2. Difficulty spacing things out on paper or within margins (poor spatial planning)
One of the most common signs of dysgraphia in children is the observation of a lack of spacing between their letters, figures, and words in their written work.
The writing that is produced can often look as though letters have been written on top of each other and can be incredibly difficult to decipher, for a child or an adult, given that there may be very little, if indeed any spacing between the words at all.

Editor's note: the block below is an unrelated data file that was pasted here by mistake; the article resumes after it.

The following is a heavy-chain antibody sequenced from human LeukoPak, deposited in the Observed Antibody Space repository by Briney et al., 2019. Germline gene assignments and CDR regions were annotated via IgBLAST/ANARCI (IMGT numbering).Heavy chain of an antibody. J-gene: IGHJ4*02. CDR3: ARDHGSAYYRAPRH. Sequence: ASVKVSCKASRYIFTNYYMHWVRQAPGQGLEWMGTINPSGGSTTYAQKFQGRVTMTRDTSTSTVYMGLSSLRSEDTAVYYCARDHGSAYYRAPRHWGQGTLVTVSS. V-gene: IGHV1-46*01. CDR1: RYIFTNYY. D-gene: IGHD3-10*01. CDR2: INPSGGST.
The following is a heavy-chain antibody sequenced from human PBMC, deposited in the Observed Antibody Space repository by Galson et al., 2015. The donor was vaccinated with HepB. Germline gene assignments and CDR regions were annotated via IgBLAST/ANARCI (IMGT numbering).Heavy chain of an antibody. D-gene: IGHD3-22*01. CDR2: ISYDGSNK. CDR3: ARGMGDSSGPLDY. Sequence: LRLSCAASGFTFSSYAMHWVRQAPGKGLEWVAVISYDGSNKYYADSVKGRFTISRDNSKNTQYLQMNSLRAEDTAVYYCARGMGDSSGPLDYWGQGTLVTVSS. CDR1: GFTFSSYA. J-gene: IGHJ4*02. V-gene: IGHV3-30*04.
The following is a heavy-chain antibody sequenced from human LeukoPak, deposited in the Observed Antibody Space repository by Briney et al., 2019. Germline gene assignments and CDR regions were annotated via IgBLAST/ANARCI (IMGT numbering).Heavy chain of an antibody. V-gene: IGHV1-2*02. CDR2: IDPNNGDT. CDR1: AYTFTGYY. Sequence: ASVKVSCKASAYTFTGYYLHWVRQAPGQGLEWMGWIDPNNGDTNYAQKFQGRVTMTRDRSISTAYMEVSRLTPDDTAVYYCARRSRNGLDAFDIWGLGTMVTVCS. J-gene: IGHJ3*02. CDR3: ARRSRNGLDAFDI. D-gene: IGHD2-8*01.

This is something that teachers and educators throughout the land are constantly trying to remind children of, and it is actually a problem that a lot of children, even those without dysgraphia, tend to struggle within their earliest experiences of writing.
For this reason, one shouldn’t necessarily jump straight to the conclusion that a person has dysgraphia just because they don’t use spaces. Instead, this should be checked for using a range of different measures that remind children of the need to space things out.